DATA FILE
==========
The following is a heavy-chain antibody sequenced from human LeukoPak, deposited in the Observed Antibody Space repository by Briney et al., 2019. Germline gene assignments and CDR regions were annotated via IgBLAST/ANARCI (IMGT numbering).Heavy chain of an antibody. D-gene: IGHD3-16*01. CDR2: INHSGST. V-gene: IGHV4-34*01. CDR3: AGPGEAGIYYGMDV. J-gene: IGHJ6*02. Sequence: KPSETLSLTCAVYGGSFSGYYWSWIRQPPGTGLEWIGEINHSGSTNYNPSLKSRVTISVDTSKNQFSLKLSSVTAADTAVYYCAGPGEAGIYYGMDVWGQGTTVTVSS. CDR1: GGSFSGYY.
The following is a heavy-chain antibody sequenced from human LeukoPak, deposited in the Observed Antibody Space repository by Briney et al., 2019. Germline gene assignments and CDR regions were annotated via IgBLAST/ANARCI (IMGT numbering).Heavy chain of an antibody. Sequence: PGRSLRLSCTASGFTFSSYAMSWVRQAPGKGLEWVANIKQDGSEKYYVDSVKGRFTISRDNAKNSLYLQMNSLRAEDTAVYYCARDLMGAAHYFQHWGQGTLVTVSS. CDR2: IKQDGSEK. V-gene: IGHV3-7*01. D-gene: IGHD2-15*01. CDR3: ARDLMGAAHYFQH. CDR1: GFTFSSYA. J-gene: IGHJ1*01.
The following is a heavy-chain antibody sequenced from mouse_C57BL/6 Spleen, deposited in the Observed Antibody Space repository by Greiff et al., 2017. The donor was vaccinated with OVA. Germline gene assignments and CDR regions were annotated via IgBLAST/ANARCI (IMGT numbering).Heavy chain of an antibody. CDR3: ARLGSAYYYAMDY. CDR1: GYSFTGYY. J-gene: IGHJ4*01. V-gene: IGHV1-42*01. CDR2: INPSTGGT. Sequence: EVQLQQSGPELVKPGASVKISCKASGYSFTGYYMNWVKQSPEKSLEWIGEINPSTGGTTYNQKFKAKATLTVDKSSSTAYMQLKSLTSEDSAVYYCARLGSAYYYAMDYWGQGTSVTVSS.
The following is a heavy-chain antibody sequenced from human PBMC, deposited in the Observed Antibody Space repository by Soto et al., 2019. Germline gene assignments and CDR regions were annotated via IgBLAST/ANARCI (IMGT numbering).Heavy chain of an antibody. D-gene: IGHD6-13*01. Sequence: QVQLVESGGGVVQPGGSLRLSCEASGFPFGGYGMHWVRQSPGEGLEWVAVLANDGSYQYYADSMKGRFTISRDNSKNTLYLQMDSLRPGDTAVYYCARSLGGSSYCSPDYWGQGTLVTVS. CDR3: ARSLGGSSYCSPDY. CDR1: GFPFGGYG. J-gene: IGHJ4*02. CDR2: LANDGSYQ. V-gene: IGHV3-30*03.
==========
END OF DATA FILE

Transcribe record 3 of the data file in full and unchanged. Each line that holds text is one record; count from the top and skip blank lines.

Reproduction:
The following is a heavy-chain antibody sequenced from mouse_C57BL/6 Spleen, deposited in the Observed Antibody Space repository by Greiff et al., 2017. The donor was vaccinated with OVA. Germline gene assignments and CDR regions were annotated via IgBLAST/ANARCI (IMGT numbering).Heavy chain of an antibody. CDR3: ARLGSAYYYAMDY. CDR1: GYSFTGYY. J-gene: IGHJ4*01. V-gene: IGHV1-42*01. CDR2: INPSTGGT. Sequence: EVQLQQSGPELVKPGASVKISCKASGYSFTGYYMNWVKQSPEKSLEWIGEINPSTGGTTYNQKFKAKATLTVDKSSSTAYMQLKSLTSEDSAVYYCARLGSAYYYAMDYWGQGTSVTVSS.